The NASA Kepler Space Telescope, which discovered thousands of planets outside our solar system and revealed that our galaxy contains more planets than stars, received its last set of commands to disconnect communications with Earth.
With the “final good night” message completes the retirement of the NASA Kepler Space Telescope. On Thursday night (November 15), Kepler received its latest set of orders to disconnect communications with Earth, the US space agency said in a statement on Friday.
His retirement began on October 30, when NASA announced that Kepler was running out of fuel and could no longer conduct scientific research.
Good Night Kepler, Thanks for helping all these days
Kepler’s “good night” Coincidentally matching with the 388th anniversary date, the German astronomer Johannes Kepler kept the name, who discovered the laws of the planetary movement and died on November 15, 1630.
“Thanks to its study, we discovered that there were more planets than stars in our galaxy.”
Know about Kepler space telescope from NASA
The Kepler Space Telescope is now drifting in a safe orbit around the Sun, 94 million kilometers from Earth. This has had a profound impact on humanity’s understanding of the number of worlds that exist beyond our solar system.
Launched on March 6, 2009, the Kepler telescope combined the latest stellar techniques with the largest digital camera equipped for space observations at that time.
Kepler made the first reconnaissance of the planets of our galaxy and it became the first mission of the NASA in detecting planets the size of a earth, in a celestial part of the sky from the constellation of the Swan. The earth in the habitable zones of its stars. .
NASA Tweeted today as
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Kepler’s contribution to science
During the 9.6 years spent in space, the Kepler spacecraft conducted two missions, observed 5,30,506 stars, discovered 2,662 planets, documented 61 supernovae and helped scientists collect 678 GB of scientific data. NASA has listed the main scientific results of the Kepler mission, namely:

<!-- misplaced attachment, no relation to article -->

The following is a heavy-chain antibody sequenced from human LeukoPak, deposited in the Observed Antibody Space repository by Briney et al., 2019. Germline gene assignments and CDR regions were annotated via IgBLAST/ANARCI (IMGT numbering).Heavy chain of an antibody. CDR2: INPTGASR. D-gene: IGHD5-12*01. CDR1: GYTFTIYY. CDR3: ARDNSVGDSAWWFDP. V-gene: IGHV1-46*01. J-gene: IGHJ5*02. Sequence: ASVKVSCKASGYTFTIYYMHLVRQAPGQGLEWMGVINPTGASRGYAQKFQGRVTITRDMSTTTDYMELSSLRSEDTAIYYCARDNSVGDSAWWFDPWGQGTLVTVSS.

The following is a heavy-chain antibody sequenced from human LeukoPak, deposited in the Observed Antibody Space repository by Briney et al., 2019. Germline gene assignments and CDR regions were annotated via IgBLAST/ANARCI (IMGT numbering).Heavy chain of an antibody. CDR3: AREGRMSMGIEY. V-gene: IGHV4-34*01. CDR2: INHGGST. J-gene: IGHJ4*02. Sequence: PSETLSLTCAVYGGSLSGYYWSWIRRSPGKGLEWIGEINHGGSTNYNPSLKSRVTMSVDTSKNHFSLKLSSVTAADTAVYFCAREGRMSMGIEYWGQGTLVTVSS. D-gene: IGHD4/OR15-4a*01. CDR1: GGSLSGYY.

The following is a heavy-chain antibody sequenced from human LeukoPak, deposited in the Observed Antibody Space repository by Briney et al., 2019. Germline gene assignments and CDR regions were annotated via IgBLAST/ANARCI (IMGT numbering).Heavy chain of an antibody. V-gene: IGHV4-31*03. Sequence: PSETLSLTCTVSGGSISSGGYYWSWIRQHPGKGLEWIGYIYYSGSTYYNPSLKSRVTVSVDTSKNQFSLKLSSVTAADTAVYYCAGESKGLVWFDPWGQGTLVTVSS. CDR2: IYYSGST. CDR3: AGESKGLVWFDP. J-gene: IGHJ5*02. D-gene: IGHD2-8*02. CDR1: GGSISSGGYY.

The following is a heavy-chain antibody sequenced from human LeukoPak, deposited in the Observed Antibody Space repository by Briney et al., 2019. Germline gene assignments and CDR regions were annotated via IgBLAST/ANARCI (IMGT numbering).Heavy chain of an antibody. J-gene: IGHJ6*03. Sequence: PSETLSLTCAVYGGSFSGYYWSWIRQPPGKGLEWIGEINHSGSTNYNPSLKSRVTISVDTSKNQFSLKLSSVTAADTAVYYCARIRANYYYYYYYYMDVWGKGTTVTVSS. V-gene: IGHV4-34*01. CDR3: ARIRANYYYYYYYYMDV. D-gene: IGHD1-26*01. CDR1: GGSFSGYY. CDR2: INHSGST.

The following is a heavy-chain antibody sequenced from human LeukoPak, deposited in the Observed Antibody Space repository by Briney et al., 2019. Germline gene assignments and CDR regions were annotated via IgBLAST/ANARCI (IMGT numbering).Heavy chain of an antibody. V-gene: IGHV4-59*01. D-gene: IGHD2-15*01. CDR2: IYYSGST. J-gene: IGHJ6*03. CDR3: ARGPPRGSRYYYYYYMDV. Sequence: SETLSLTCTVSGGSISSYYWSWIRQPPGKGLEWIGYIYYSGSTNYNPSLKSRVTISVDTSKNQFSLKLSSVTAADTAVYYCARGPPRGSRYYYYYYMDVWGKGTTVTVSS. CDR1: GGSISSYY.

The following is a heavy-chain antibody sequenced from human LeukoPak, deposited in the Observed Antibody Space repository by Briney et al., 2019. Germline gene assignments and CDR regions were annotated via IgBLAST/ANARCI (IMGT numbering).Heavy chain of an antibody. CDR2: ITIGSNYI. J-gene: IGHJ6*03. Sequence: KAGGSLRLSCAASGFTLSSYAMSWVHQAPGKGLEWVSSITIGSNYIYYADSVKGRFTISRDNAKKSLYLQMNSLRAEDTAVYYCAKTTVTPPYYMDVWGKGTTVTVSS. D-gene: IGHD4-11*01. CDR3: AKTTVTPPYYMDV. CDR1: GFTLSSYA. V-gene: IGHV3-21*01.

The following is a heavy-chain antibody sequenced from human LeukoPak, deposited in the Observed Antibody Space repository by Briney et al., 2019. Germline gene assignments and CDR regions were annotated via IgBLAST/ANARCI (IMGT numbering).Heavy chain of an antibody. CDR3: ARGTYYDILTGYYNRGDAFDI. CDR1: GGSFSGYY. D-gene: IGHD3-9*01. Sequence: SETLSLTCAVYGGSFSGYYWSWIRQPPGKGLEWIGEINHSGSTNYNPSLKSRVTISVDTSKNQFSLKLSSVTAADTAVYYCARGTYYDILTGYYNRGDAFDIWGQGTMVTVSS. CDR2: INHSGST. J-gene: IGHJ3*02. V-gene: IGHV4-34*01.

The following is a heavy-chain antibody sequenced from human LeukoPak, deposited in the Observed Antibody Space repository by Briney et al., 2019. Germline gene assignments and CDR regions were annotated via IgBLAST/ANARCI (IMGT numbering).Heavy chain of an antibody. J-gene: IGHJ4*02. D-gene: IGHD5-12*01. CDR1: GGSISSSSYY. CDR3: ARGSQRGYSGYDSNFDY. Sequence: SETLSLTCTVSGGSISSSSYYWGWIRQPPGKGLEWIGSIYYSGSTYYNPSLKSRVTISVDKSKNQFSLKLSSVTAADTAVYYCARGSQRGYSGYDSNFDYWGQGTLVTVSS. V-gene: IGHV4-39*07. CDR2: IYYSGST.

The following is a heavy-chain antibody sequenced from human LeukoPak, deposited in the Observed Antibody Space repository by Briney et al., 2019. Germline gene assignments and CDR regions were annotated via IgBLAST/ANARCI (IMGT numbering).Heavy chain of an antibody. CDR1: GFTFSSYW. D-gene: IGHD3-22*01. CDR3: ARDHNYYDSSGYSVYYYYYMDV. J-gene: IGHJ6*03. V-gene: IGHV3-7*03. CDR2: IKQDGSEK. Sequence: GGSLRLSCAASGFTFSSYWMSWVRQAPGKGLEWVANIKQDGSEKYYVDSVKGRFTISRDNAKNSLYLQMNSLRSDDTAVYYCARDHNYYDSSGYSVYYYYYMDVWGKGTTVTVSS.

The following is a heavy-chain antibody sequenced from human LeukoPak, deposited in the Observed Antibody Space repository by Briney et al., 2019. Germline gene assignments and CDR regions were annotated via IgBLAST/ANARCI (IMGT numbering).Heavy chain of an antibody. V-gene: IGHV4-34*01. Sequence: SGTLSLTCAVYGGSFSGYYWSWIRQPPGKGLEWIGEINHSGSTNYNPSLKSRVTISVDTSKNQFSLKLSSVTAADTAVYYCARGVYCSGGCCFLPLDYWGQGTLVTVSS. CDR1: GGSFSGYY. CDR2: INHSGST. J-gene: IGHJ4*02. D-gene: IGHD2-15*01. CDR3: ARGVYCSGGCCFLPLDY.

Planets outnumber stars
Kepler has shown that there are more planets than stars in our galaxy, knowing that this revolutionizes our understanding of our place in the cosmos.
Small planets are common
Kepler showed us that our galaxy is full of worlds the size of the Earth, and many of them can be similar to Earth in size and distance from their progenitor stars.
The most recent analysis of Kepler’s findings concludes that between 20 and 50% of stars in the sky are likely to have small, possibly rocky planets located in the habitable areas of their stars where liquid water could accumulate on the surface. We still have a lot to learn to know if any of them could welcome life.
The planets are diverse
Kepler discovered a variety of planetary types, opening our eyes to new possibilities. There is no common size planet in our solar system as discovered by solar system, a world between the size of Earth and Neptune, and we have much to learn about these planets.
Solar systems are also diverse
While our inner solar system has four planets, Kepler discovered systems with many more planets, up to eight, in orbit near their progenitor stars.
The existence of these compact systems raises questions about the formation of solar systems: are these planets “born” near their parent star or do they form beyond and migrate?
New ideas revealed about the stars
In addition to embarking on the golden age of exoplanets, Kepler has relaunched the study of the stars. Kepler has seen more than half a million stars in his nine years of operations.
TESS, the successor of the first planetary hunter, Kepler’s most advanced successor, Transiting Exoplanet Survey Satellite (TESS), was launched in April.
Finally say good bye to Kepler space telescope! RIP